slavery Brexit because she initially opposed it.
Today at least 5 Cabinet members have resigned over her most recent proposal (the day isn’t over yet) and if she isn’t felled by a No Confidence vote in her own Party, she shall certainly be defeated in Parliament on the issue (Jeremy Corbyn and Labour have pledged unified dissent as has the Scottish National Party). She only has a 2 vote margin. If only the Tories who have already resigned their leadership positions put their money where their mouth is she will be forced to call a snap election that Labour will almost surely win.
So, good news… maybe.
I think it likely Corbyn, once installed as Prime Minister, will call for a confirmation vote and the EU will probably grant him the time to do that and, if it’s still relevant, re-negotiate the Brexit deal.
Then we can go back to the normal level of antagonism.
Britain Could Have No Brexit Deal and a New Prime Minister by the Time This Chaos Ends
By Joshua Keating, Slate
Nov 15, 2018
On Wednesday, Prime Minister Theresa May presented a draft agreement to her Cabinet, establishing the terms for Britain’s withdrawal, which is due to take place on March 29. After a contentious five-hour meeting, the Cabinet reluctantly approved the agreement, which still must be approved by Parliament. But today, two Cabinet ministers resigned over the agreement, including Brexit Secretary Dominic Raab and several junior ministers. Current Environment Minister Michael Gove, the most prominent pro-Brexit voice remaining in the Cabinet, is thought to be in line to take Raab’s job, but according to the BBC, he will take it only if he can renegotiate the deal.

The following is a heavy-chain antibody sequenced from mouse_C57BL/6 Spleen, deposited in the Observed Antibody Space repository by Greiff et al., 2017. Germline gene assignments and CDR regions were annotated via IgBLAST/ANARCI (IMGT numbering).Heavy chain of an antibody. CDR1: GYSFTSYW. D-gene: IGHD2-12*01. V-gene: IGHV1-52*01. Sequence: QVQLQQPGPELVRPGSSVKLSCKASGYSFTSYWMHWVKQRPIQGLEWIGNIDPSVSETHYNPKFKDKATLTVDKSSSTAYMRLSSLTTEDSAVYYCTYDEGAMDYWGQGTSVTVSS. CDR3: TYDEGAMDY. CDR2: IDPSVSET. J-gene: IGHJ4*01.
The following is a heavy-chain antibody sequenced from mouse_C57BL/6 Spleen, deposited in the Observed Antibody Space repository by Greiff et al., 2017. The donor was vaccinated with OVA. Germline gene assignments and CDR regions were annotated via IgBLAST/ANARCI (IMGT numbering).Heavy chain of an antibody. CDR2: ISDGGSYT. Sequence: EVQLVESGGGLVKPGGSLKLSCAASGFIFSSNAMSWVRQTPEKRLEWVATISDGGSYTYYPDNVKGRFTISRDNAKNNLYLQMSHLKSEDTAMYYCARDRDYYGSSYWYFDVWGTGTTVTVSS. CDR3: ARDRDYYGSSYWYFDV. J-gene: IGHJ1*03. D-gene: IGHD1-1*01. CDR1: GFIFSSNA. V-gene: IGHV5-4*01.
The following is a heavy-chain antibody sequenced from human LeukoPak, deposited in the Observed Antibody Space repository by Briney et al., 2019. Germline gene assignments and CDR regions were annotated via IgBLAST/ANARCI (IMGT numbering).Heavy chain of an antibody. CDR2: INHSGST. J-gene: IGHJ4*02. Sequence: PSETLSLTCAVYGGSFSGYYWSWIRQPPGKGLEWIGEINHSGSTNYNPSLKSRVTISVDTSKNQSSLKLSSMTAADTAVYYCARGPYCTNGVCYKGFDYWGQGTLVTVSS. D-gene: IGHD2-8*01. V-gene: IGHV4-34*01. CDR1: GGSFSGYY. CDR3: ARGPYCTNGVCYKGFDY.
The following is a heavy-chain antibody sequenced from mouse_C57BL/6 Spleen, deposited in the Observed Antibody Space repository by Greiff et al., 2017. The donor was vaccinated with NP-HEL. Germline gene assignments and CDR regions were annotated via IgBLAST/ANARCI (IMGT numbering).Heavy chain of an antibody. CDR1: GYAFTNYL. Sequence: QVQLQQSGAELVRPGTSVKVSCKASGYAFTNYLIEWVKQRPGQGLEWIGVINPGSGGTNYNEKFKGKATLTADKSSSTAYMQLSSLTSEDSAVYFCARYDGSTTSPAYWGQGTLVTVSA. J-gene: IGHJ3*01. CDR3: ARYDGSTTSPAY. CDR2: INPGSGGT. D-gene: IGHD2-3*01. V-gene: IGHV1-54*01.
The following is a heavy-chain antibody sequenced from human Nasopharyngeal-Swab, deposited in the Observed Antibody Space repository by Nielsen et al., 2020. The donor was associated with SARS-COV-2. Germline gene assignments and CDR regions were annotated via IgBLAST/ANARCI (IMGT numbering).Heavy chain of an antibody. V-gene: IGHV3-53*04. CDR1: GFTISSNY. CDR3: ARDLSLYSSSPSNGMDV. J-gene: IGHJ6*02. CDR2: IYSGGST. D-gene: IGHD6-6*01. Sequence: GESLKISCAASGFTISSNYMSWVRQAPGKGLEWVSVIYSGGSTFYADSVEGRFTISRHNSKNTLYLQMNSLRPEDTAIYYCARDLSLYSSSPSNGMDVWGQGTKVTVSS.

Pro-Brexit members of May’s Conservative Party as well as the opposition parties have been trashing the deal in Parliament today. Hard-line Brexiteer Jacob Rees-Mogg has called for a vote of no confidence in May, as have up to a dozen other Tories. If 48 Conservative members of Parliament submit letters, it will trigger a vote.
May can then either fall on her sword and resign, or try to win the vote. Even if she survives, the breadth and vehemence of the opposition to her deal from both sides of the aisle today suggests she will have a tough fight getting it approved in Parliament, where her coalition has only a very narrow majority.
The 585-page document, the product of months of negotiations with EU leaders, resolves a number of key issues, including Britain’s financial obligations to the EU and the rights of EU citizens currently living in Britain and British citizens currently living elsewhere in Europe. A final trade agreement between Britain and the bloc would be negotiated during a 21-month transition period.